Skip to main content
Article | Insider

Congress discussing compensation, benefit and tax changes

Benefits Administration and Outsourcing Solutions|Executive Compensation|Health and Benefits|Retirement|Total Rewards
N/A

By Ann Marie Breheny , William “Bill” Kalten , Kathleen Rosenow and Steve Seelig | October 4, 2021

The budget reconciliation package moving through Congress has important implications for U.S. employee benefit programs and executive compensation.

Significant benefit and compensation provisions are wrapped into a budget reconciliation package that is moving through the U.S. House of Representatives. The package also includes tax changes that have important implications for benefit programs and executive compensation. Though this legislation is still in the early stages of discussion and the provisions are subject to change, benefit and compensation provisions seem likely to be included if the legislation is enacted. Budget reconciliation is an important legislative vehicle because budget reconciliation procedures allow legislation to move through the U.S. Senate with a 51-vote majority rather than the 60-vote majority usually required to ensure Senate approval.

Paid family and medical leave

The House Ways and Means Committee approved a paid family and medical leave program that includes grants to employers. Under the Ways and Means Committee proposal, the program would provide up to 12 weeks of paid family and medical leave to qualifying caregivers.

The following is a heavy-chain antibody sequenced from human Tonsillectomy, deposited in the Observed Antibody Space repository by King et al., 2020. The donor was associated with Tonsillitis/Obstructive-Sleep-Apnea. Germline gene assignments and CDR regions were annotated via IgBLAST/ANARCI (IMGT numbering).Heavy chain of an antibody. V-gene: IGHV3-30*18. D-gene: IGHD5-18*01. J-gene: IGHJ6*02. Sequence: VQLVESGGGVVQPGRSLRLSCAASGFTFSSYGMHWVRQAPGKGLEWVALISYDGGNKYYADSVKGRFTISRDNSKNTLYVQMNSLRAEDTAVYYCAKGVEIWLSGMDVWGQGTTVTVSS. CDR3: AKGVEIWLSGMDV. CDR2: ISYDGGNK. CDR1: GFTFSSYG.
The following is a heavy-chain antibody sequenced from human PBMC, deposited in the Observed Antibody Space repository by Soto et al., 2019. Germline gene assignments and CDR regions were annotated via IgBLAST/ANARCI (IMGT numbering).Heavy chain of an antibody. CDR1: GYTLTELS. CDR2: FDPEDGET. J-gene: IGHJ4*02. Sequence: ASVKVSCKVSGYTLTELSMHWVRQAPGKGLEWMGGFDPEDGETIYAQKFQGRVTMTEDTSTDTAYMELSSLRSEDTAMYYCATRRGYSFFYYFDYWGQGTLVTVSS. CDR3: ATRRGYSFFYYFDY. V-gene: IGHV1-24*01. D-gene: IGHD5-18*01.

The program would be available to all workers who meet qualifying leave and earnings requirements, regardless of full-time, part-time, independent contractor, self-employment or other employment status and regardless of whether the individual’s employer is subject to the Family and Medical Leave Act. The program would be funded through general governmental appropriations and, generally, would not impose new payroll taxes or other assessments on employers or employees.

Leave would be available to address one’s own serious medical condition; care for a family member with a serious medical condition; care for a newborn or newly adopted child, or a child who has been placed for adoption or foster care; and other purposes. Under the program, family members would include a wide range of individuals, including spouses, domestic partners, siblings, grandparents, grandchildren, spouses of family members and others whose relationship by “blood or affinity” is equivalent to a family relationship. Payments from the program would vary based on income and would pay higher reimbursement rates to lower-income individuals.

Employers that provide qualifying paid family and medical leave benefits and meet other requirements receive federal grants to reimburse some of the costs of the benefit. In general, the grants would reimburse up to 90% of the cost of the benefit. In addition, states that have enacted paid family and medical leave mandates before the federal legislation is enacted could enforce those mandates and would be eligible for federal grants. After 2025, state programs would have to meet new minimum federal requirements.